This year, what I heard over and over was that clients expect their research partners to provide results cheaper, faster AND better.     For years, standard wisdom has been that clients could expect two of three, but never all three.   If you wanted the research to be better, you would have to sacrifice either cost or speed.   That is about to change.

Taking a peek into the (not so distant) future, the market research industry is beginning to embrace automation.   It is now possible to get machine translation of a multitude of languages almost instantly, and a human translation within 24 hours.   Audio and video clips can be instantly transcribed, allowing researchers to quickly search for and clip highlights to incorporate into a final deliverable. Text analytics is getting so robust that I actually heard clients say, in effect, “ if a machine can write the report, let it.   I am hiring you for study design, and for finding the insights and translating them into a story that helps us make decisions.”

DIY recruiting, DIY mobile surveys, automated incentive payments… exhibitors offering each of these was present at the conference, and their offerings were impressive.

So, while I still believe you get what you pay for, it is in our best interests as research partners to automate any activities that are repetitive, and that hinder us from being thinkers vs. doers.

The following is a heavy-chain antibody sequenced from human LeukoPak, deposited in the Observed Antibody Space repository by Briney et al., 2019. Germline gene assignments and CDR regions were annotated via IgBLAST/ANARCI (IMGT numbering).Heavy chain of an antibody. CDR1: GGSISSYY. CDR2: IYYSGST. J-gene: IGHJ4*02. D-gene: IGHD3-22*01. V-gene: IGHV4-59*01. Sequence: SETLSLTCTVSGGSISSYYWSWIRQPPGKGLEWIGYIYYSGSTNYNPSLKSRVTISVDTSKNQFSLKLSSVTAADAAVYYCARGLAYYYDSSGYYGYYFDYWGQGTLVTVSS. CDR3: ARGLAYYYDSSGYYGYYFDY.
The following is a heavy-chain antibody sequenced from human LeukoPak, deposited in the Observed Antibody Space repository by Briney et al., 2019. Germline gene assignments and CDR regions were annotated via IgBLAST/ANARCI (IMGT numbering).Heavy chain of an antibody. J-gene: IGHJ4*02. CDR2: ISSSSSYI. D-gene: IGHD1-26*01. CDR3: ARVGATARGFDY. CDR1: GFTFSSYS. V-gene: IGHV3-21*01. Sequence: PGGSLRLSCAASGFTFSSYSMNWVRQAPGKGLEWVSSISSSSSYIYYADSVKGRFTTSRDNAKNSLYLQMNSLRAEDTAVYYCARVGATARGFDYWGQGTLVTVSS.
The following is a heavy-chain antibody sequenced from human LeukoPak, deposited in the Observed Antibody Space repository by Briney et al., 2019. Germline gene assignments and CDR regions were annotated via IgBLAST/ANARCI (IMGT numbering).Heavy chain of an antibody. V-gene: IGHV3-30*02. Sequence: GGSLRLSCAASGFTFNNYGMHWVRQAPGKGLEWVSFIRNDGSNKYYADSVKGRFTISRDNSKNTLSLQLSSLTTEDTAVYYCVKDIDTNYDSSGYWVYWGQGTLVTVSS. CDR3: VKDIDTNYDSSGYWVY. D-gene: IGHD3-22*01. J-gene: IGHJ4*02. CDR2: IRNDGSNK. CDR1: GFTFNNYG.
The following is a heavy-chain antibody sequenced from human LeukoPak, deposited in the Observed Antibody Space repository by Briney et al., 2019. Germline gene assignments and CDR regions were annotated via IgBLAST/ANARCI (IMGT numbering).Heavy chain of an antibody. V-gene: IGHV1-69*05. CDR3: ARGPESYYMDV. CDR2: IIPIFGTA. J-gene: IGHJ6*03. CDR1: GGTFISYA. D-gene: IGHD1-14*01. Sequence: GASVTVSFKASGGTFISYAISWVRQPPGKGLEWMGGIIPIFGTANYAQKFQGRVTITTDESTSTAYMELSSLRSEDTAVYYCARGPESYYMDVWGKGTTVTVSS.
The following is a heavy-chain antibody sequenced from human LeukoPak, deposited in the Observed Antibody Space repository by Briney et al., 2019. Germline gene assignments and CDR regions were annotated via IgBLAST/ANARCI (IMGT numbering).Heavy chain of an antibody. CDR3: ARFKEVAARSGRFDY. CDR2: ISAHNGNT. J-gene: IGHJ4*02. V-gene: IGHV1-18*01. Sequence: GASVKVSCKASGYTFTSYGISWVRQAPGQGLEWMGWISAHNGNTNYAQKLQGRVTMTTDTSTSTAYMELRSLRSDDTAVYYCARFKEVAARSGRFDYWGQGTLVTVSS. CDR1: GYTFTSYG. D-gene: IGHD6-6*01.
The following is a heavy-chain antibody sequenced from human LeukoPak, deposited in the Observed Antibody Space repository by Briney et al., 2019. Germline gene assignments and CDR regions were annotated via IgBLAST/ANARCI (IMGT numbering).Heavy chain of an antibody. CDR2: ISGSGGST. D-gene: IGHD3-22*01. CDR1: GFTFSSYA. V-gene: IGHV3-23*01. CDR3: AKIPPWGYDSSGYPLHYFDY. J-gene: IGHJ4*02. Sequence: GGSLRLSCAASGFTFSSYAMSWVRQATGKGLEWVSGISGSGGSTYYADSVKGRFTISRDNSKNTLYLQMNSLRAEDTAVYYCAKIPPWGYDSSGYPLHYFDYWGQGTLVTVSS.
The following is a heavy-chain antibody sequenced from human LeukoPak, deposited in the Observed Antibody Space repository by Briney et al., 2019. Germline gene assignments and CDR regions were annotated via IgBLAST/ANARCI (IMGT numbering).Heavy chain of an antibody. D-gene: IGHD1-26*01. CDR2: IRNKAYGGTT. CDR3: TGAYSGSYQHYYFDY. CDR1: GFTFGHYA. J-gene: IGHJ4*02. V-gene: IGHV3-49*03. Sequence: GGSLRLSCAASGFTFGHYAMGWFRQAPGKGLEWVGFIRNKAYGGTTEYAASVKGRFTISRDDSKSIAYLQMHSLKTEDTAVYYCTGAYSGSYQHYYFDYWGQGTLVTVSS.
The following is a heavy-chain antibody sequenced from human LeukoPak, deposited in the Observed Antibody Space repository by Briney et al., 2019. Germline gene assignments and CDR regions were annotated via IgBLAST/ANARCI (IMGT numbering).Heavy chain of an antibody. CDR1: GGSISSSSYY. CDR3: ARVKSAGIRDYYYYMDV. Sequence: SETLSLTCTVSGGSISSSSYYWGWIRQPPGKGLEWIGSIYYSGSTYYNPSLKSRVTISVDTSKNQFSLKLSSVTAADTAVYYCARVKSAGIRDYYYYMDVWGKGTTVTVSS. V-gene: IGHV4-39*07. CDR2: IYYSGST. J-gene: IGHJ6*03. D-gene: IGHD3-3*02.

IIeX Recap: Jack Be Nimble, Jack Be Quick

Posted on: June 17th, 2015 by doyle

alice at conferenceFrom the desk of Alice Morgan

IIeX, has become the go-to conference about innovation in the market research space. It’s fantastic, a crash course in the new and now.

Main takeways:

  • Quant surveys need to be short, easy, fast and fun.
  • Play nice with big data. IT is your friend.
  • Mobile ethnography generates rich, lively, in-the-moment insights in today’s selfie society.
  • Indirect, out-of-the-box qualitative methods such as empathy and improvisation yield great stuff.

During the IIeX Innovation Competition, startups vied for a cash prize. Fetch has a cool grocery shopping app that enables you to apply discounts, keep a running tally of what you’re spending, and express checkout.   Dataga.me reduces survey fatigue by turning surveys into games. Sway conducts surveys within various gaming apps and provides results lickety-split.   Other platforms to watch out for include Digsite, an online qualitative community with the look and feel of social media. And Ditto uses complex mathematical models to code and analyze photos, identifying patterns and brand associations in the process.

Google (aka the elephant in the room) gave a reassuring presentation about how despite – or perhaps because of – Big Data, there will still be a need for surveys. The audience breathed a collective sigh of relief!

I presented “Kicking the Tires: the Automotive Path to Purchase” which analyzed new car-buyers’ experiences at the dealership and showcased Doyle’s cutting-edge mobile technique Geo-Stories℠. We appreciated the opportunity to present.

Many thanks to Leonard Murphy and the Greenbook team for planning and hosting such an outstanding learning opportunity.